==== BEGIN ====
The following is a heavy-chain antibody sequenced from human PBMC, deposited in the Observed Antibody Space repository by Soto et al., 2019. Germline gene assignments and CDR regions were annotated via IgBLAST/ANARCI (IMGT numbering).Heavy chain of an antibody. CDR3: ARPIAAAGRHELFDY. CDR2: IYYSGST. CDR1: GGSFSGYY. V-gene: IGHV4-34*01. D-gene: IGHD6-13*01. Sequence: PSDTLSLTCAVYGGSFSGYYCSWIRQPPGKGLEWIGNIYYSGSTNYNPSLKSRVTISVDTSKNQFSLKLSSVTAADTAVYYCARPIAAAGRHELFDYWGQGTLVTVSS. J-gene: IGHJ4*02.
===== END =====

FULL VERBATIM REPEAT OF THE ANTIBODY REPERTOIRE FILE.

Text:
The following is a heavy-chain antibody sequenced from human PBMC, deposited in the Observed Antibody Space repository by Soto et al., 2019. Germline gene assignments and CDR regions were annotated via IgBLAST/ANARCI (IMGT numbering).Heavy chain of an antibody. CDR3: ARPIAAAGRHELFDY. CDR2: IYYSGST. CDR1: GGSFSGYY. V-gene: IGHV4-34*01. D-gene: IGHD6-13*01. Sequence: PSDTLSLTCAVYGGSFSGYYCSWIRQPPGKGLEWIGNIYYSGSTNYNPSLKSRVTISVDTSKNQFSLKLSSVTAADTAVYYCARPIAAAGRHELFDYWGQGTLVTVSS. J-gene: IGHJ4*02.